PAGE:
Interestingly, the nuclear document has reaffirmed the evolving Russia-China entente. Over the last few years, there has been a growing understanding between Moscow and Beijing over each other’s core security concerns. This sentiment was aptly reflected in the Chinese Foreign Ministry Spokesperson’s response to Moscow’s new nuclear strategy. The spokesperson stated that “China respects and understands Russia's efforts to safeguard its national security interests”. Highlighting their shared global apprehensions, the spokesperson, in an oblique reference to the US, went on to add that “rising unilateralism and hegemonism in international strategic security is having a severe impact on global strategic equilibrium and stability”.10

    Notably, the US had labelled both Russia and China as ‘revisionist powers’ and ‘strategic rivals’ in its 2018 National Defence Strategy and 2017 National Security Strategy.11 Nevertheless, given the chequered Sino-Russian history, lingering suspicions of each other and with balance of current ties tilting towards China, the core message of Moscow’s nuclear deterrence and ‘first use’ is unlikely to have been lost on Beijing. The fact remains that China continues to quantitatively and qualitatively improve both its nuclear and conventional arsenal while its military budget dwarfs Russia’s. At its current pace, the strategic military parity between them might not be too distant in the horizon.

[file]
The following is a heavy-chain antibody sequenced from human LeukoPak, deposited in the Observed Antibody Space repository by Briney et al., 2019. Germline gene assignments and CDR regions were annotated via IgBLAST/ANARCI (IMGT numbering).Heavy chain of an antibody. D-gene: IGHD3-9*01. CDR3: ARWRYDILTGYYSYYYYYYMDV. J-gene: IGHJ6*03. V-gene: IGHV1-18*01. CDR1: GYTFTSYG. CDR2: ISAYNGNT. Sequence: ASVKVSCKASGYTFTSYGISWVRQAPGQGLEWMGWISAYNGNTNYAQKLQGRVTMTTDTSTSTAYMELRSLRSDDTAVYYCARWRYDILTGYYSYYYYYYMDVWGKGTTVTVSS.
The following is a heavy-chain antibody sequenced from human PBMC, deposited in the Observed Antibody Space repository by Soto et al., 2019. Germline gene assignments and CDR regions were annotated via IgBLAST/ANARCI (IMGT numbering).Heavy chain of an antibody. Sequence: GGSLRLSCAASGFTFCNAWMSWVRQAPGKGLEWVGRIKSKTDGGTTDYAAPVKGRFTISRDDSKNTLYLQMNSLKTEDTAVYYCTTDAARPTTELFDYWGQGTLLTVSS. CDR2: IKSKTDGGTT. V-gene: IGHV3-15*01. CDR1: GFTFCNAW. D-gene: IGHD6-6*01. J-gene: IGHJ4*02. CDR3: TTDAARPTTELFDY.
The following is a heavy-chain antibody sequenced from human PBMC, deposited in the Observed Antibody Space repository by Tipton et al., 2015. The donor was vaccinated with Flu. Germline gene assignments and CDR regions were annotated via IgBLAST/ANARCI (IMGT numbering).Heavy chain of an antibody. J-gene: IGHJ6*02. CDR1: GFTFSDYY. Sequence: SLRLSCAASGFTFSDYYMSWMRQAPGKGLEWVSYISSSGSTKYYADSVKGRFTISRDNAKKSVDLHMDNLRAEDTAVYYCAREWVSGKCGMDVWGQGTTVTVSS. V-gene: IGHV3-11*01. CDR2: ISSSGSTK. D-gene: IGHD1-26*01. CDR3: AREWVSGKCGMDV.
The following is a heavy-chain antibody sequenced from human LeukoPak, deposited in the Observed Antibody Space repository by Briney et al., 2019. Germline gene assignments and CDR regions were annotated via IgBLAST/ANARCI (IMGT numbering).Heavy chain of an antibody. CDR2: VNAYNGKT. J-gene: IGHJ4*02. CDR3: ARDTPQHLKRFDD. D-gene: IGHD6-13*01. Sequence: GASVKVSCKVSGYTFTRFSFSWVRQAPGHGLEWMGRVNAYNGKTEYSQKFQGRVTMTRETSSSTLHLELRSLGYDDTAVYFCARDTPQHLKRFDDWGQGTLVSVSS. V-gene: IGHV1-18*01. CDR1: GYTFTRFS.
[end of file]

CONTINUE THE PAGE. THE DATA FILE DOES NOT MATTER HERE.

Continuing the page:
Summing Up

    Overall, Russia’s new nuclear strategy is both a tactical and a strategic document. There are elements of ambiguity as well as the postulation of clear red lines. This could be seen as a calculated move that leaves the door open for adversaries to recalibrate their strategies while giving Russia the scope to manoeuvre the ongoing turbulence in its ties with the US. It can even open up new avenues of strategic negotiation between the world’s two most formidable nuclear powers. For now, a nuclear conflict between them may not be inevitable. However, in the current hostile climate, there is no gainsaying of the dangers of a nuclear flashpoint lurking in the background.

    Views expressed are of the author and do not necessarily reflect the views of the Manohar Parrrikar IDSA or of the Government of India.